Hi all, new here
I am wondering what the best process is to perform image calculations on a hyperstack. I’d like to do flatfield correction using an empty reference image on all images in a hyperstack. Both the reference and the images to be processed have 2 channels (c ), 10 slices (z), and 1 frame (t).
If I just do Image calculator and divide the image by the reference, I get a completely black output on all slices in both channels for all images I tested.
Does anyone know a good way to do this? I’m hoping to avoid splitting the hyperstacks up into individual images since I need to batch process a folder of images, and that sounds messy.
Did you select the Create new window and 32-bit (float) result options in Image Calculator? In my tests, I get the expected hyperstack result containing the correct values, but I need to adjust Brightness & Contrast (Shift+C) for each channel in order to display the intensities correctly.
Thanks for the response! Your macro works just fine on my fiji, with no need to adjust brightness or contrast.
I just realized by opening the resulting .tif in a separate program (Preview on Mac) it actually worked! I can see the signal in the resulting image. But loading that .tif in fiji I just see black. You were right, I just needed to adjust my brightness and contrast. For some reason it loads with the minimum = maximum intensity.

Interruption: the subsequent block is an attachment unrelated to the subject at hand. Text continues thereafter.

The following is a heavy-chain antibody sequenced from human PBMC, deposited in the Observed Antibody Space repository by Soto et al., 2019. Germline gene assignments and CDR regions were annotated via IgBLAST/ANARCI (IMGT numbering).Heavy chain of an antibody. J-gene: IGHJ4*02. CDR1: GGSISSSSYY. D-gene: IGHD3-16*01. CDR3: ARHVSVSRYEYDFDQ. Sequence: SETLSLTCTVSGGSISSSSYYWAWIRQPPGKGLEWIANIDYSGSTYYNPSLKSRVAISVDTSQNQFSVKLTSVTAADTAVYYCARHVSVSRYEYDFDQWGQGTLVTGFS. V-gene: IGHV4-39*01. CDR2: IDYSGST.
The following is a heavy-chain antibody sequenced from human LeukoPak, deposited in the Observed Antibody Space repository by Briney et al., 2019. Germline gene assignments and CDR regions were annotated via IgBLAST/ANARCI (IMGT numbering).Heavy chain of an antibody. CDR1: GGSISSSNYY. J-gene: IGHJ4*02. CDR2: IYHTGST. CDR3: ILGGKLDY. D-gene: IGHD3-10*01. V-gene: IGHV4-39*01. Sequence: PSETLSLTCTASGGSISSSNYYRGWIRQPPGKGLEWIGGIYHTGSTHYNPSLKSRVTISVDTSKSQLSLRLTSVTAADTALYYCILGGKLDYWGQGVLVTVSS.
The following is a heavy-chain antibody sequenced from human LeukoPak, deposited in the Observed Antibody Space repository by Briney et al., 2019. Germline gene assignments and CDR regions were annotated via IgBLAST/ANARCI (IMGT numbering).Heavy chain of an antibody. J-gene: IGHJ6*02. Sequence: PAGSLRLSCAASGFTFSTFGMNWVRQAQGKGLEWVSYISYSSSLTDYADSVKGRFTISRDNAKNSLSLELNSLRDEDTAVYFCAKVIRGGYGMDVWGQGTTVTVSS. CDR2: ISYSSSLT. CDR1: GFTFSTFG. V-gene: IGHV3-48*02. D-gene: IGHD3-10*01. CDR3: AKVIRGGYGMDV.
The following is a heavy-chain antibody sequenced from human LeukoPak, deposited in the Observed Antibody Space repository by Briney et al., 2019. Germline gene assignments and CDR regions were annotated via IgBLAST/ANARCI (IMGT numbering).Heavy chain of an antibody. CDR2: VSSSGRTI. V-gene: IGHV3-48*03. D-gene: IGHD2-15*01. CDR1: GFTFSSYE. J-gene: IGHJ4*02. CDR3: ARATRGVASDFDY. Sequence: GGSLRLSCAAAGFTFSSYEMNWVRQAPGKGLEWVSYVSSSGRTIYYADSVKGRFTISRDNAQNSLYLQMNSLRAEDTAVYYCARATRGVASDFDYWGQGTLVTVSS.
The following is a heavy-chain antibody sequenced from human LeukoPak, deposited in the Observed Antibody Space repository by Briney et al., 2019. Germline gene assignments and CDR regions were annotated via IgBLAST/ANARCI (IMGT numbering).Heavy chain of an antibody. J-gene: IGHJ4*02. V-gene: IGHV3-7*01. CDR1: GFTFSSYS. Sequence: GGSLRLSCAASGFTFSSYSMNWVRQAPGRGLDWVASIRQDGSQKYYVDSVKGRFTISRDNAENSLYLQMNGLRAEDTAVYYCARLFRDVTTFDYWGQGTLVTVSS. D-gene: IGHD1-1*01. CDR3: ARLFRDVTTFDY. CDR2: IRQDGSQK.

p.s. Any idea why I might not need to adjust brightness/contrast for your macro, but I do need to for my macro? Intrinsic properties of the images?
p.p.s. This is the macro I am using (part of a loop processing a folder of images):
//Code for loop
imageTitle=getTitle(); //returns a string with the image title
imageCalculator("Divide create 32-bit stack", imageTitle,"chromaFile2.tif");2
selectWindow("Result of "+imageTitle);
// Save the last active image
The comments in my above macro code were meant to help understanding the different parts. Have a close look at the section // Re-adjust display settings and try to understand what it is doing. Without this section, you will have to adjust display settings manually, but with this section it’s done automatically when running the macro.